7/28/09 – Opinion: Tony Alamo tests me to the max

July 28, 2009
Greg Sagan

Column – Greg Sagan: This preacher tests me to the max

Last week evangelist Tony Alamo was convicted of transporting underage girls across state lines for sex. His trial in federal court in Texarkana illuminated, once again, outrages performed at an isolated religious commune by its own leader.

Alamo, originally Bernie Lazar Hoffman, ran a sex camp under the guise of a religious experiment in social perfection. According to reports of the FBI investigation Alamo “married” girls, children of his followers, as young as eight so he could drive them across state lines to consummate their “relationships.” Some even received “wedding rings.”

I tend to push against the death penalty, but it’s cases like this one that keep my heart from going full bore against it.

I do believe I could shoot Alamo myself.

But enough about me.

My question is, what happens to all those people who gave their time, their devotion, their assets, their reputations, their wives and their children to Alamo’s odd take on his role as voice of God and shepherd of the people? What are they now to do with Alamo’s preached ideas? I do not mean bedrock principles shared by all Christian denominations. I refer instead to Alamo’s more prosaic and personal messages.

For example, he blames the Vatican for his legal troubles. According to Alamo the government, assisted by the Vatican, is after him because of the apocalyptic Christianity he preaches. Alamo calls himself “… just another one of the prophets that (sic) went to jail for the Gospel.” What should his followers do with this? Should they continue to view the Vatican with hostility and suspicion no matter what it does? Or should they conclude that their leader has a screw loose?

What if the atmosphere to which these families return embraces as orthodoxy that all leaders of their branch have the same right to prey on the children? We on the outside of this can at least agree that at eight years old no child can be assumed, under the law, to be capable of informed consent to such a marriage, can’t we? Moral depravity aside, it’s a legal travesty and an abuse of a pastor’s position to call such assignations “marriages.” Talk about cheapening the institution. I’d rather see gays and lesbians marry in every state in the nation than have to explain this version of “marriage” to my grandson.

I can invent all sorts of possible crises in belief that could be inspired by such a verdict, depending on the range of Alamo’s sermon topics. If he mentioned his four-year imprisonment on tax charges then he’s already blamed the government and the Vatican for that one. If he followed in the wake of other prominent conservative evangelists then he may have expressed political preferences. Should his followers attack the government? Or should they seek wiser counsel? Should they arm themselves and prepare to oppose evil? Surrender? Drink Kool-Aid? Become Democrats?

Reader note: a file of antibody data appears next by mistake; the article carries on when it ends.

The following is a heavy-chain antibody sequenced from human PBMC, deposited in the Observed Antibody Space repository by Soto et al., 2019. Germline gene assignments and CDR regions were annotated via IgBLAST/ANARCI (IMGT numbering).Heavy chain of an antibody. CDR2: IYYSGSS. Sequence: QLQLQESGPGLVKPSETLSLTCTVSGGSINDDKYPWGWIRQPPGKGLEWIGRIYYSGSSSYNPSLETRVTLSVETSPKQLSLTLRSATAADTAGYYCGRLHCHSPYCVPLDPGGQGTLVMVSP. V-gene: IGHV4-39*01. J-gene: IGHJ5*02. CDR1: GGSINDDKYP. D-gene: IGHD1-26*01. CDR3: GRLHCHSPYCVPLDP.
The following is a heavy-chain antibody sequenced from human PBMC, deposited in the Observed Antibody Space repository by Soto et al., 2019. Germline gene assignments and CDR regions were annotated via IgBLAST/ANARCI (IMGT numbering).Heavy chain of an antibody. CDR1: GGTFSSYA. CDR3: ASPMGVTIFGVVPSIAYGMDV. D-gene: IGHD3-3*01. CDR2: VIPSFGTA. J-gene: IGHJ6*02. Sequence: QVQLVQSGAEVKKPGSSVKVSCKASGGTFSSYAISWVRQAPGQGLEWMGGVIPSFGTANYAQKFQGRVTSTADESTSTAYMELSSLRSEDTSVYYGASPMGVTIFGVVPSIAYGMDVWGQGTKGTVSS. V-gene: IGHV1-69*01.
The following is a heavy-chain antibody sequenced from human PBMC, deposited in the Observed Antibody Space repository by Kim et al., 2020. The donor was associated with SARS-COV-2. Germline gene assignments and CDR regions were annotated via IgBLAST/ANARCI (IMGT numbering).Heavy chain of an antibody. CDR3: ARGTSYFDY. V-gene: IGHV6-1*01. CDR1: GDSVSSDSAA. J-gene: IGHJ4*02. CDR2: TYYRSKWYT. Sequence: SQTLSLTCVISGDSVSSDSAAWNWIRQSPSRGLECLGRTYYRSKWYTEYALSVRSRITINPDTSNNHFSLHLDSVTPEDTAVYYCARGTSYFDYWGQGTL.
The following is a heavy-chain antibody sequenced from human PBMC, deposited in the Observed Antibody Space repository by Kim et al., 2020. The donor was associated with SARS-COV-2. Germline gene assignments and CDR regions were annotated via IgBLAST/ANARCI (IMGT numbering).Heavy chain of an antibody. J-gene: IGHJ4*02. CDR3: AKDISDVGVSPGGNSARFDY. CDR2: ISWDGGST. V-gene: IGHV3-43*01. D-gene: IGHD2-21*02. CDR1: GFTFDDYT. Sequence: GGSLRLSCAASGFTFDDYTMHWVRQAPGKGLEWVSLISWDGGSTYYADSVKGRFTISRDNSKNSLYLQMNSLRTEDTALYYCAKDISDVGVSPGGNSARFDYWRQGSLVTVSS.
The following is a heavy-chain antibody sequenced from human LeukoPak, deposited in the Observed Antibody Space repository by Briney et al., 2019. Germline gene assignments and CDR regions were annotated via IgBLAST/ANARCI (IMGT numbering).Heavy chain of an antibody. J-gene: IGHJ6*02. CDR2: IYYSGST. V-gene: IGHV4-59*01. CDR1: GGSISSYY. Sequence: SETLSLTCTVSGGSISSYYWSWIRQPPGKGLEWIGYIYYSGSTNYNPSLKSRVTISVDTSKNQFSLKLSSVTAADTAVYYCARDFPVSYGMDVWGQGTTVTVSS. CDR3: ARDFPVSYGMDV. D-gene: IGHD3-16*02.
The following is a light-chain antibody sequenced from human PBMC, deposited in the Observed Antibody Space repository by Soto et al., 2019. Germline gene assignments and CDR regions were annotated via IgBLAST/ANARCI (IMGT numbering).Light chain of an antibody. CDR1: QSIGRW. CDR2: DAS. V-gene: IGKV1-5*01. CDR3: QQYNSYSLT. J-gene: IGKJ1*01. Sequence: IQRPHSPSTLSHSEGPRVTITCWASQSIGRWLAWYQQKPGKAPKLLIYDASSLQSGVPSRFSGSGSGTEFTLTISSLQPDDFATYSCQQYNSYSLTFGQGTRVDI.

Perhaps the saddest outcome of this and similar disgraces could well be that those on the inside of such groups begin to turn away from the pure “word of God” messages delivered by such badly flawed men because of the bad flaws in these men. We all know of situations in which our colleagues, and perhaps even our family members and friends, will “shoot the messenger” – that is, attack the person who tells us bad news because we don’t like the bad news.

Isn’t it at least as plausible that we might “shoot the message” because we feel betrayed by the person who brought it? (Anyone looking for a topic for a doctoral dissertation in the behavioral sciences might look into this.)

Those of us on the outside of such institutions have our own challenges. It is easy for us to believe, with little evidence, all sorts of things. We might believe that all men and women of religious calling are hucksters and grifters and molesters of children when that is most emphatically not the case. We might choose to believe that this is another example of our secular society “victimizing” a Christian for his beliefs, also a bogus assertion. We might even choose to believe that the state has no right to intervene in such a situation because the state is not competent to evaluate the practices of religious conviction. There are others. Take your pick.

But it might be wise for those drawn to such isolated religious communes to apply a lesson from abusive marriages to their religious zeal, and that is that anyone who attempts to cut you off from people who can help you is exercising unhealthy control.

When that happens, you really should be ready at any moment to get the hell out of there.

In: 2009 - (Trial year), News Blogs & Forums

| Back to Top |
Want to help?

Click the button!

Post A Comment

Please note: All comments are moderated. There is no need to resubmit your comment. Please submit a well thought out post with proper punctuation and spelling, so that it can be reviewed and posted promptly (as space allows).

Time limit is exhausted. Please reload CAPTCHA.